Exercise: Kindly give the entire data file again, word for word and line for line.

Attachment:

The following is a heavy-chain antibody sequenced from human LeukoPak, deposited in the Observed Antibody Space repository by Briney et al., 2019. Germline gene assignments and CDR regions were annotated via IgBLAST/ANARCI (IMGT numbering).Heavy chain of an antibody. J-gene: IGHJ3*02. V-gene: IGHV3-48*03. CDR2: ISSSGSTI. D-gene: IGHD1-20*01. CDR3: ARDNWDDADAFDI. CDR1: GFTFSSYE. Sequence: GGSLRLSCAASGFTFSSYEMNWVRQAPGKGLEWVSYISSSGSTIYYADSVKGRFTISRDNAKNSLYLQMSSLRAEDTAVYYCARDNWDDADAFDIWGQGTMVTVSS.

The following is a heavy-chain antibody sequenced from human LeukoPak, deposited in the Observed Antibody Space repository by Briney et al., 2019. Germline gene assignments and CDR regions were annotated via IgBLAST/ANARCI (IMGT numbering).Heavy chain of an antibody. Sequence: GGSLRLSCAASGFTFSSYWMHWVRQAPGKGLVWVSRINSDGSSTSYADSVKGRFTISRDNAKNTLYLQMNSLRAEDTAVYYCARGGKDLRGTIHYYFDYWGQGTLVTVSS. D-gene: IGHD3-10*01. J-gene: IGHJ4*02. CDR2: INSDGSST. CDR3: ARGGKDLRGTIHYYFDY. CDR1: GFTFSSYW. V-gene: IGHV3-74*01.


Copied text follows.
The following is a heavy-chain antibody sequenced from human LeukoPak, deposited in the Observed Antibody Space repository by Briney et al., 2019. Germline gene assignments and CDR regions were annotated via IgBLAST/ANARCI (IMGT numbering).Heavy chain of an antibody. J-gene: IGHJ3*02. V-gene: IGHV3-48*03. CDR2: ISSSGSTI. D-gene: IGHD1-20*01. CDR3: ARDNWDDADAFDI. CDR1: GFTFSSYE. Sequence: GGSLRLSCAASGFTFSSYEMNWVRQAPGKGLEWVSYISSSGSTIYYADSVKGRFTISRDNAKNSLYLQMSSLRAEDTAVYYCARDNWDDADAFDIWGQGTMVTVSS.

The following is a heavy-chain antibody sequenced from human LeukoPak, deposited in the Observed Antibody Space repository by Briney et al., 2019. Germline gene assignments and CDR regions were annotated via IgBLAST/ANARCI (IMGT numbering).Heavy chain of an antibody. Sequence: GGSLRLSCAASGFTFSSYWMHWVRQAPGKGLVWVSRINSDGSSTSYADSVKGRFTISRDNAKNTLYLQMNSLRAEDTAVYYCARGGKDLRGTIHYYFDYWGQGTLVTVSS. D-gene: IGHD3-10*01. J-gene: IGHJ4*02. CDR2: INSDGSST. CDR3: ARGGKDLRGTIHYYFDY. CDR1: GFTFSSYW. V-gene: IGHV3-74*01.